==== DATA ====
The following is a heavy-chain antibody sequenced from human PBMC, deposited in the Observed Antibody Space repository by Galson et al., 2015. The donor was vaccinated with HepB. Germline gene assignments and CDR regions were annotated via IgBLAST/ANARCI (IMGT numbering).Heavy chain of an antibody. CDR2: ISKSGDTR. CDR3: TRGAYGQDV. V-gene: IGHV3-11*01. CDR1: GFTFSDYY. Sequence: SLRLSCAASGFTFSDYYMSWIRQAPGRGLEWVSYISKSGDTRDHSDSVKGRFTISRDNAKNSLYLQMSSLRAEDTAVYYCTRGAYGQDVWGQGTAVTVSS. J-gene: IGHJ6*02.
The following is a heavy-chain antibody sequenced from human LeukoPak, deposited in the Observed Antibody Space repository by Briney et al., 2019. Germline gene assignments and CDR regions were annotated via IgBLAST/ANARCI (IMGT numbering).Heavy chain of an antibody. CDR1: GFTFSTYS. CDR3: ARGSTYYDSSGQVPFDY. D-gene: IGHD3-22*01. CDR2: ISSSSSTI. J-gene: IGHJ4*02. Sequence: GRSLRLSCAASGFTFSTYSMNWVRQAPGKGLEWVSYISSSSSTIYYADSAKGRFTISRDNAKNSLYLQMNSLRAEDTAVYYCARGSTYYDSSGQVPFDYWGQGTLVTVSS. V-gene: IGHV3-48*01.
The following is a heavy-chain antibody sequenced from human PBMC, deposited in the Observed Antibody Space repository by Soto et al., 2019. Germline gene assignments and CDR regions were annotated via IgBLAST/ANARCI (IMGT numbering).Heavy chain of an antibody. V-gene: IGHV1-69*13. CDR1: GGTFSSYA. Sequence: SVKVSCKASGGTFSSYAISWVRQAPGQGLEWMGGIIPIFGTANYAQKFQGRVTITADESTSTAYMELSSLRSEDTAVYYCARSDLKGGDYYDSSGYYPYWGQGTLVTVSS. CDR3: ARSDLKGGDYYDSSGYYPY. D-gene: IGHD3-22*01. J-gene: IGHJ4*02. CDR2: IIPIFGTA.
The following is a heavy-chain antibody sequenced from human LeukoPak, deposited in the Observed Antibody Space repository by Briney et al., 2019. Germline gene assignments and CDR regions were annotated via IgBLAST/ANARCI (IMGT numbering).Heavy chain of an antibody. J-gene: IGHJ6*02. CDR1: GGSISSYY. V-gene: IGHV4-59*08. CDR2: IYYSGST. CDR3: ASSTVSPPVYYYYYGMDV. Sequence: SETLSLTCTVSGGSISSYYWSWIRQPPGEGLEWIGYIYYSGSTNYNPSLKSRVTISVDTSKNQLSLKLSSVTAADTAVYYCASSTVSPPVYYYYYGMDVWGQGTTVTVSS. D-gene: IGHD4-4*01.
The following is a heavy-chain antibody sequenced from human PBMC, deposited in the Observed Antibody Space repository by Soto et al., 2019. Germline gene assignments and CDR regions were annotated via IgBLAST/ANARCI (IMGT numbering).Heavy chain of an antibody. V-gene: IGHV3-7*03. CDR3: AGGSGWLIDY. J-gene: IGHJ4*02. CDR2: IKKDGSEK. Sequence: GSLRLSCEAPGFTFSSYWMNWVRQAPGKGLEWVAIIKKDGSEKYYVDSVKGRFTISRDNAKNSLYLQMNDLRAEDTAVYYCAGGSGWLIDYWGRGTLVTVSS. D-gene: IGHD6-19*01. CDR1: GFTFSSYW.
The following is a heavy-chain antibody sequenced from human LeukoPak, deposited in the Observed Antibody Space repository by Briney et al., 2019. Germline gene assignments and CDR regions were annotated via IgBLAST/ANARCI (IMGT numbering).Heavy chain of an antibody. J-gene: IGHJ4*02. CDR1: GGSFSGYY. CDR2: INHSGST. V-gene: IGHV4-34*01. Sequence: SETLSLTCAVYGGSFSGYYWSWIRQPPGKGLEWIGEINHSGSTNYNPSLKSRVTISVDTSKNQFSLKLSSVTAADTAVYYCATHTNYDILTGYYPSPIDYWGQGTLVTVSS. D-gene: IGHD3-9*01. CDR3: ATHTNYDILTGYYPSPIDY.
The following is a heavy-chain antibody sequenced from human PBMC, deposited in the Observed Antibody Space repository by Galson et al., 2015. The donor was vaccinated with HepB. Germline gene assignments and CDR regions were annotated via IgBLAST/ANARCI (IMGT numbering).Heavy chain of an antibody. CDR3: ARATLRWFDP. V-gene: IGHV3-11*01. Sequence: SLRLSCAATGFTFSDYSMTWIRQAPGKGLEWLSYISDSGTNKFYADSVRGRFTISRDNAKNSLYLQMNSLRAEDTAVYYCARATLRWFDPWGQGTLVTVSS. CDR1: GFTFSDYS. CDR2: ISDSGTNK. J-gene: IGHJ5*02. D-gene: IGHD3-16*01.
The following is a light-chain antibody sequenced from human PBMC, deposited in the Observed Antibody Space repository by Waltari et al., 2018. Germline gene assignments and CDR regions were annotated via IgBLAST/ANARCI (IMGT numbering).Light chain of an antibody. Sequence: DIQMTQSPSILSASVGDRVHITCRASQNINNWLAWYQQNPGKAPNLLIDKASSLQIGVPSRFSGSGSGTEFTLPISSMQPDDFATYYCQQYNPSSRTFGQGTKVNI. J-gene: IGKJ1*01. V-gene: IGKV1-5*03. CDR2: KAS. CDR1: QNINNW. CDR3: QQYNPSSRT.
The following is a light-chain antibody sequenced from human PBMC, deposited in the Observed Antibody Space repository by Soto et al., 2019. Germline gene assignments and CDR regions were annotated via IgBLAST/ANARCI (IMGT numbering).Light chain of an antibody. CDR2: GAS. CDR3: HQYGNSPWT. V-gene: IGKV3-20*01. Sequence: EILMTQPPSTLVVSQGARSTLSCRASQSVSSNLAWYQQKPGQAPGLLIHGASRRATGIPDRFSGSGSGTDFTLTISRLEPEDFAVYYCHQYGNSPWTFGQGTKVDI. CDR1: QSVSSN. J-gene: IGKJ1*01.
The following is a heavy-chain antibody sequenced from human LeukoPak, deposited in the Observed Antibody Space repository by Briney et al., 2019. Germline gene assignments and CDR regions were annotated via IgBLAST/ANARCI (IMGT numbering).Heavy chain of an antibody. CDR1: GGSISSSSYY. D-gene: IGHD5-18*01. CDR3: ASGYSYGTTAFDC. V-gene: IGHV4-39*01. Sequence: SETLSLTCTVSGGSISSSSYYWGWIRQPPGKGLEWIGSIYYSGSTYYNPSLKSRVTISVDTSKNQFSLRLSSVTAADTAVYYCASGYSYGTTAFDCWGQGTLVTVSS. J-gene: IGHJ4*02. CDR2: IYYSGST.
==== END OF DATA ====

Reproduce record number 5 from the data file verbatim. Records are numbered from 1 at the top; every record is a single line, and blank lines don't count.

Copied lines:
The following is a heavy-chain antibody sequenced from human PBMC, deposited in the Observed Antibody Space repository by Soto et al., 2019. Germline gene assignments and CDR regions were annotated via IgBLAST/ANARCI (IMGT numbering).Heavy chain of an antibody. V-gene: IGHV3-7*03. CDR3: AGGSGWLIDY. J-gene: IGHJ4*02. CDR2: IKKDGSEK. Sequence: GSLRLSCEAPGFTFSSYWMNWVRQAPGKGLEWVAIIKKDGSEKYYVDSVKGRFTISRDNAKNSLYLQMNDLRAEDTAVYYCAGGSGWLIDYWGRGTLVTVSS. D-gene: IGHD6-19*01. CDR1: GFTFSSYW.